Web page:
In the nearby village, toddler sons bedecked in colorful Heian period costumes sat atop the shoulders of their parading fathers; the boys, anointed by the gods, were only allowed to touch the ground after a festival’s upcoming ceremony.

Women wearing Heian era costumes the attire of early pilgrims descend the Kumano's Daimon-zaka staircase near the Nachi Taisha shrine. (Photo by Norma Meyer)
Women wearing Heian era costumes — the attire of early pilgrims — descend the Kumano’s Daimon-zaka staircase near the Nachi Taisha shrine. (Photo by Norma Meyer)

Our final day on the Kumano, we paid homage at the second must-visit shrine, Hatayama Taisha, and hopscotched by train and bus to conquer our pilgrimage’s finale on foot. We walked until reaching the 800-year-old “husband and wife” cedar trees, so-named because their roots intertwine below. From there we climbed up the Daimon-zaka, an ancient cobblestone staircase leading to both the mecca third Grand Shrine, Nachi Taisha, and a dazzling view of the iconic Buddhist Seiganto-ji Temple pagoda, glowing a vibrant good-fortune orangish-red. The three-storied pagoda theatrically rose in front of Japan’s tallest uninterrupted waterfall, home to a Shinto deity who bestows longevity. Definitely a power spot. Like the pilgrims a millennium ago, I too felt enormously enlightened and grateful to have trekked through Japan’s “spiritual heartland.”

Nomads on the Nakasendo

Take a hike through ancient history in rural, mountainous Japan – Orange County Register
Bells are set up along the Nakasendo trail because Japanese black bears are known to roam the area. Notice the tiny word “not” on the sign. (Photo by Norma Meyer)

To frighten furry sojourners, I clanged another one of the large, brass “bear bells’’  posted along the remote, mountainous Nakasendo trail. The toothy carnivores must’ve hid centuries ago when teenage Princess Kazunomiya, en route to marry a shogun, was carted through here in a man-held palanquin accompanied by countless porters and horses toting her luggage.

Far from the Kumano, we were entrenched in the Edo period (1603-1868), when the Nakasendo Way flourished as a 330-mile trade route and main highway between Kyoto and Tokyo. We’d do an abbreviated version: first a train and walk to get to our Nakasendo starting point, then for the next two days a hike in the beautiful, forested Kiso Valley to well-preserved post towns enchantingly lined with old wooden latticed buildings and landmark water wheels. The hamlets had sprung up to provide lodging and meals for weary samurai warriors, merchants, feudal lords and other travelers. Basically, we entered a time capsule — only I slurped the best black sesame ice cream cone at one cafe.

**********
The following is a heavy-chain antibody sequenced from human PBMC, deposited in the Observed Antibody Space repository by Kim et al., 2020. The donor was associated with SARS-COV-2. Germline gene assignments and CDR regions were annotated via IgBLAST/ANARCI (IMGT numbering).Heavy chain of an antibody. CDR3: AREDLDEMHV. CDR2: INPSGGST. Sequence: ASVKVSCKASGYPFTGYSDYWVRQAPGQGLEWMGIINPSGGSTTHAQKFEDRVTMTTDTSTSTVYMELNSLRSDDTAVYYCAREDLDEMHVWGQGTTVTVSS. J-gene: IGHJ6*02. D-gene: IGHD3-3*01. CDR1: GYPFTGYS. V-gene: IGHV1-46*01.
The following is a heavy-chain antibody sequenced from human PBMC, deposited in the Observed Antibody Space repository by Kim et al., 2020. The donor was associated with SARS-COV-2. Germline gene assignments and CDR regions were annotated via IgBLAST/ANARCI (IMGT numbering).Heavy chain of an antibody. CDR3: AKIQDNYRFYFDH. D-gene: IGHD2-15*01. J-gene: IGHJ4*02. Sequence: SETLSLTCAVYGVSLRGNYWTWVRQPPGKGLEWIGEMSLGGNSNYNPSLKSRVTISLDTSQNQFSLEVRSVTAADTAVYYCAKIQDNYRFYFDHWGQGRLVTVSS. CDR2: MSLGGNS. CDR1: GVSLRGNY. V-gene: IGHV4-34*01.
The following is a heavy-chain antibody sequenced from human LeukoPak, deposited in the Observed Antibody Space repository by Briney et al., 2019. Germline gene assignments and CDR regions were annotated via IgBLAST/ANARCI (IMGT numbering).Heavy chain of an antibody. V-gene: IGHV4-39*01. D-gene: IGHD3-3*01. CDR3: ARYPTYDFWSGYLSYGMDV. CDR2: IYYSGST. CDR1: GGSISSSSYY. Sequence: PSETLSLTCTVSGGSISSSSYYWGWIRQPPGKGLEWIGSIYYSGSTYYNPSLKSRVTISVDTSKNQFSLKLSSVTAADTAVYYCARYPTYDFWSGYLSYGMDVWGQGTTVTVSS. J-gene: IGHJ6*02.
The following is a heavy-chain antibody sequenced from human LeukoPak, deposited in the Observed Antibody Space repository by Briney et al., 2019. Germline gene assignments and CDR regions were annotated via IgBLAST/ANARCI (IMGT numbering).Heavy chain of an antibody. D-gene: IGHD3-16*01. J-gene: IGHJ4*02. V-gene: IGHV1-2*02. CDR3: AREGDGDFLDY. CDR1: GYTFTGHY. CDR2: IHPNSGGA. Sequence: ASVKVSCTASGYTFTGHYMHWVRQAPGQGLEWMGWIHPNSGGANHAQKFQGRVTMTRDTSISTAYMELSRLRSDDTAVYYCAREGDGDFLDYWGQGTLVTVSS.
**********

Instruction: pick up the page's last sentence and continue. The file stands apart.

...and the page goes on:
Owaki-san, owner of an offbeat garden for 26 years, invites Nakasendo trekkers to stop and look at his backyard. (Photo by Norma Meyer)
Owaki-san, owner of an offbeat garden for 26 years, invites Nakasendo trekkers to stop and look at his backyard. (Photo by Norma Meyer)

Between towns, I relished the calming forest. On one isolated stretch, a beaming, elderly man named Owaki-san invited us into his garden (“nothing special,” read his handwritten English sign), which was a quirky hodgepodge of wild plants, ceramic animals, porcelain dishes and carved human figures. Elsewhere, we stumbled upon a 300-year-old tea house and rest stop where a kimono-clad male volunteer poured us complimentary green tea.

Watchful Buddhist-like Jizo statues appear on the Nakasendo trail wearing knit red beanies. Kind locals put hats on the Jizo to keep them warm. (Photo by Norma Meyer)
Watchful Buddhist-like Jizo statues appear on the Nakasendo trail wearing knit red beanies. Kind locals put hats on the Jizo to keep them warm. (Photo by Norma Meyer)

We rambled by yellow daffodils and purple irises, countryside shrines, and Jizo Buddhas accessorized with red knit caps to keep them warm. There was a tree stump that a Tengu goblin had sat upon, and an RIP stone memorial honoring black cattle who died hauling cargo over these hazardous hillsides. A “baby-bearing” horse chestnut tree assured wanna-be mothers they would become pregnant by drinking tea from its bark.

Our trek winded through the quiet, inhabited post towns of Magome and Tsumago before we traveled by train again for our last test, the exerting uphill hike over the Torii Pass. No prob. Finally we strode into Narai, once the wealthiest of what had been 69 post towns along the popular route. Nowadays, artisans still sell speciality handmade wood combs called orokugushi; brushing your hair with one supposedly eliminates headaches. (Apparently, samurai wielded them to primp their topknots.) Many porches displayed tanuki statues, hoping the jolly sake-clutching raccoon dogs brought prosperity.  At night, I stepped outside our guesthouse in my yakuta kimono, but no one was on the dark street — except for maybe the princess’s ghost.